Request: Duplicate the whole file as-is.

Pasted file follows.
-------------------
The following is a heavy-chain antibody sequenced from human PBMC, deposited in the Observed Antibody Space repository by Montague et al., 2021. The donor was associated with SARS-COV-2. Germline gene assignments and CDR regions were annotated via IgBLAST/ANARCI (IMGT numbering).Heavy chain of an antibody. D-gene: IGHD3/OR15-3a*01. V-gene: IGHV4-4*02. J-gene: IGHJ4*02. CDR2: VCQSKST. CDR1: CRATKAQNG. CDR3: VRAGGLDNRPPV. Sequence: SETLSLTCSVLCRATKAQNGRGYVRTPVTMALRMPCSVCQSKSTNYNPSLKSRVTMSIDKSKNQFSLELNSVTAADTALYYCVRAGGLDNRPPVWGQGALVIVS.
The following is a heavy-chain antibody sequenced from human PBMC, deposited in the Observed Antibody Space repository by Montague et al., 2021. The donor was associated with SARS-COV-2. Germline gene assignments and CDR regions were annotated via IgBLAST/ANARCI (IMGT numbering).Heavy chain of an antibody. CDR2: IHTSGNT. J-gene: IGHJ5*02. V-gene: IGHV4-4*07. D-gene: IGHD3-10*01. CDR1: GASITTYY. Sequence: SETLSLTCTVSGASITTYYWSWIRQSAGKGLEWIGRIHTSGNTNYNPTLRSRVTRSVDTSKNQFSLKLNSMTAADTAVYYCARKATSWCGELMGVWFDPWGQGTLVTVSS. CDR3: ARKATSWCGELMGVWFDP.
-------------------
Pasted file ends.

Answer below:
The following is a heavy-chain antibody sequenced from human PBMC, deposited in the Observed Antibody Space repository by Montague et al., 2021. The donor was associated with SARS-COV-2. Germline gene assignments and CDR regions were annotated via IgBLAST/ANARCI (IMGT numbering).Heavy chain of an antibody. D-gene: IGHD3/OR15-3a*01. V-gene: IGHV4-4*02. J-gene: IGHJ4*02. CDR2: VCQSKST. CDR1: CRATKAQNG. CDR3: VRAGGLDNRPPV. Sequence: SETLSLTCSVLCRATKAQNGRGYVRTPVTMALRMPCSVCQSKSTNYNPSLKSRVTMSIDKSKNQFSLELNSVTAADTALYYCVRAGGLDNRPPVWGQGALVIVS.
The following is a heavy-chain antibody sequenced from human PBMC, deposited in the Observed Antibody Space repository by Montague et al., 2021. The donor was associated with SARS-COV-2. Germline gene assignments and CDR regions were annotated via IgBLAST/ANARCI (IMGT numbering).Heavy chain of an antibody. CDR2: IHTSGNT. J-gene: IGHJ5*02. V-gene: IGHV4-4*07. D-gene: IGHD3-10*01. CDR1: GASITTYY. Sequence: SETLSLTCTVSGASITTYYWSWIRQSAGKGLEWIGRIHTSGNTNYNPTLRSRVTRSVDTSKNQFSLKLNSMTAADTAVYYCARKATSWCGELMGVWFDPWGQGTLVTVSS. CDR3: ARKATSWCGELMGVWFDP.